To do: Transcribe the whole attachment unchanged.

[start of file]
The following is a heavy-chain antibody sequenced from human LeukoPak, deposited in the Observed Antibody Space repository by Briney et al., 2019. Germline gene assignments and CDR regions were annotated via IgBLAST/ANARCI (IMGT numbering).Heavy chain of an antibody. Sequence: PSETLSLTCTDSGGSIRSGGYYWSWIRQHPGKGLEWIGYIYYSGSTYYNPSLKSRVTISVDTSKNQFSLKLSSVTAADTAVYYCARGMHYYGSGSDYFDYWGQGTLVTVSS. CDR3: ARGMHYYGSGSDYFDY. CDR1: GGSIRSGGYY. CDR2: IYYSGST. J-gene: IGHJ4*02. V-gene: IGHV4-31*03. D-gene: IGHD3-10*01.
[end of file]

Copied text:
The following is a heavy-chain antibody sequenced from human LeukoPak, deposited in the Observed Antibody Space repository by Briney et al., 2019. Germline gene assignments and CDR regions were annotated via IgBLAST/ANARCI (IMGT numbering).Heavy chain of an antibody. Sequence: PSETLSLTCTDSGGSIRSGGYYWSWIRQHPGKGLEWIGYIYYSGSTYYNPSLKSRVTISVDTSKNQFSLKLSSVTAADTAVYYCARGMHYYGSGSDYFDYWGQGTLVTVSS. CDR3: ARGMHYYGSGSDYFDY. CDR1: GGSIRSGGYY. CDR2: IYYSGST. J-gene: IGHJ4*02. V-gene: IGHV4-31*03. D-gene: IGHD3-10*01.